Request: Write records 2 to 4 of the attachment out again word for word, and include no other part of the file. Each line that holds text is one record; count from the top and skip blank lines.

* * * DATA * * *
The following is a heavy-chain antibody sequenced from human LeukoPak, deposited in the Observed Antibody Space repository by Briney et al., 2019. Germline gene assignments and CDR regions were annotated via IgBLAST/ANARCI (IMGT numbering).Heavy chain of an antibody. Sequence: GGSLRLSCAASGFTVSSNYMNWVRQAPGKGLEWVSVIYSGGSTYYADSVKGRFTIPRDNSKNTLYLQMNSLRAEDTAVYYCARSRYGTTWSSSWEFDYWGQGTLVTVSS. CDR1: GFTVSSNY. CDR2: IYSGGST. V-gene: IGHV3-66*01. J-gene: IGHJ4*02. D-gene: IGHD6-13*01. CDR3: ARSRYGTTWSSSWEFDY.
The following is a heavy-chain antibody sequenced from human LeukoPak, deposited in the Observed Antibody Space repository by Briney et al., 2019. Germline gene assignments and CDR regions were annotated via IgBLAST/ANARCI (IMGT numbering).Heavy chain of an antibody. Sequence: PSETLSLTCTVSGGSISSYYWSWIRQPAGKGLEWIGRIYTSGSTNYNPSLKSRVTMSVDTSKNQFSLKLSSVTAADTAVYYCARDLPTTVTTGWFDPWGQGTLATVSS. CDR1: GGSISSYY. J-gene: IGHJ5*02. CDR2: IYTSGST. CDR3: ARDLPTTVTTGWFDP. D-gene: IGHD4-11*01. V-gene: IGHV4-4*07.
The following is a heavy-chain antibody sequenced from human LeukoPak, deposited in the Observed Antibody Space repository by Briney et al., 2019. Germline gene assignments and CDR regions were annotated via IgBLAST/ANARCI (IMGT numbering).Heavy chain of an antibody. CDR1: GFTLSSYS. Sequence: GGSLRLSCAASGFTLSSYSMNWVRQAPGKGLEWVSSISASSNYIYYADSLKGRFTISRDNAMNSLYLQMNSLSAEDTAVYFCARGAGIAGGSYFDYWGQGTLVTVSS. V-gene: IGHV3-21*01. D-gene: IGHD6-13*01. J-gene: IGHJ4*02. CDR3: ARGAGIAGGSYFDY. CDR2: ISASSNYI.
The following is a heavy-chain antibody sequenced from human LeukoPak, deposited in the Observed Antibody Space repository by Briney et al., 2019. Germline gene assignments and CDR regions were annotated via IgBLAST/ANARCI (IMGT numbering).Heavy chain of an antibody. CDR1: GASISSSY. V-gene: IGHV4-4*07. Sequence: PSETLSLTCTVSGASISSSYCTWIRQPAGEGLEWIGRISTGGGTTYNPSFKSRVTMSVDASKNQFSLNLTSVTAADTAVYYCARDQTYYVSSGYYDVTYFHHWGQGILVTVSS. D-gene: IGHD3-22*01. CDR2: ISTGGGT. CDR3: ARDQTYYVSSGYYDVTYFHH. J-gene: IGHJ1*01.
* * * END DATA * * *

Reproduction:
The following is a heavy-chain antibody sequenced from human LeukoPak, deposited in the Observed Antibody Space repository by Briney et al., 2019. Germline gene assignments and CDR regions were annotated via IgBLAST/ANARCI (IMGT numbering).Heavy chain of an antibody. Sequence: PSETLSLTCTVSGGSISSYYWSWIRQPAGKGLEWIGRIYTSGSTNYNPSLKSRVTMSVDTSKNQFSLKLSSVTAADTAVYYCARDLPTTVTTGWFDPWGQGTLATVSS. CDR1: GGSISSYY. J-gene: IGHJ5*02. CDR2: IYTSGST. CDR3: ARDLPTTVTTGWFDP. D-gene: IGHD4-11*01. V-gene: IGHV4-4*07.
The following is a heavy-chain antibody sequenced from human LeukoPak, deposited in the Observed Antibody Space repository by Briney et al., 2019. Germline gene assignments and CDR regions were annotated via IgBLAST/ANARCI (IMGT numbering).Heavy chain of an antibody. CDR1: GFTLSSYS. Sequence: GGSLRLSCAASGFTLSSYSMNWVRQAPGKGLEWVSSISASSNYIYYADSLKGRFTISRDNAMNSLYLQMNSLSAEDTAVYFCARGAGIAGGSYFDYWGQGTLVTVSS. V-gene: IGHV3-21*01. D-gene: IGHD6-13*01. J-gene: IGHJ4*02. CDR3: ARGAGIAGGSYFDY. CDR2: ISASSNYI.
The following is a heavy-chain antibody sequenced from human LeukoPak, deposited in the Observed Antibody Space repository by Briney et al., 2019. Germline gene assignments and CDR regions were annotated via IgBLAST/ANARCI (IMGT numbering).Heavy chain of an antibody. CDR1: GASISSSY. V-gene: IGHV4-4*07. Sequence: PSETLSLTCTVSGASISSSYCTWIRQPAGEGLEWIGRISTGGGTTYNPSFKSRVTMSVDASKNQFSLNLTSVTAADTAVYYCARDQTYYVSSGYYDVTYFHHWGQGILVTVSS. D-gene: IGHD3-22*01. CDR2: ISTGGGT. CDR3: ARDQTYYVSSGYYDVTYFHH. J-gene: IGHJ1*01.